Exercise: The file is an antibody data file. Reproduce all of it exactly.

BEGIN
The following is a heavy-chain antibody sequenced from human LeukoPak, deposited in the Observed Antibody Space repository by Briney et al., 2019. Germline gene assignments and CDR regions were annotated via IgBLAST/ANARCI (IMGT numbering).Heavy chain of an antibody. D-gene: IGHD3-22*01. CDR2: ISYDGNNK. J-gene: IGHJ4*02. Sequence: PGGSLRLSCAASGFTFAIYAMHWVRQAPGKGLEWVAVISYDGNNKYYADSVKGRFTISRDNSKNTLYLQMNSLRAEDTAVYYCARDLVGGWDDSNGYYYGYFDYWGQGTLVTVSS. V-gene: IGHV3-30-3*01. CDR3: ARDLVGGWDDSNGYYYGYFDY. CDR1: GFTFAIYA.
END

The following is a heavy-chain antibody sequenced from human LeukoPak, deposited in the Observed Antibody Space repository by Briney et al., 2019. Germline gene assignments and CDR regions were annotated via IgBLAST/ANARCI (IMGT numbering).Heavy chain of an antibody. D-gene: IGHD3-22*01. CDR2: ISYDGNNK. J-gene: IGHJ4*02. Sequence: PGGSLRLSCAASGFTFAIYAMHWVRQAPGKGLEWVAVISYDGNNKYYADSVKGRFTISRDNSKNTLYLQMNSLRAEDTAVYYCARDLVGGWDDSNGYYYGYFDYWGQGTLVTVSS. V-gene: IGHV3-30-3*01. CDR3: ARDLVGGWDDSNGYYYGYFDY. CDR1: GFTFAIYA.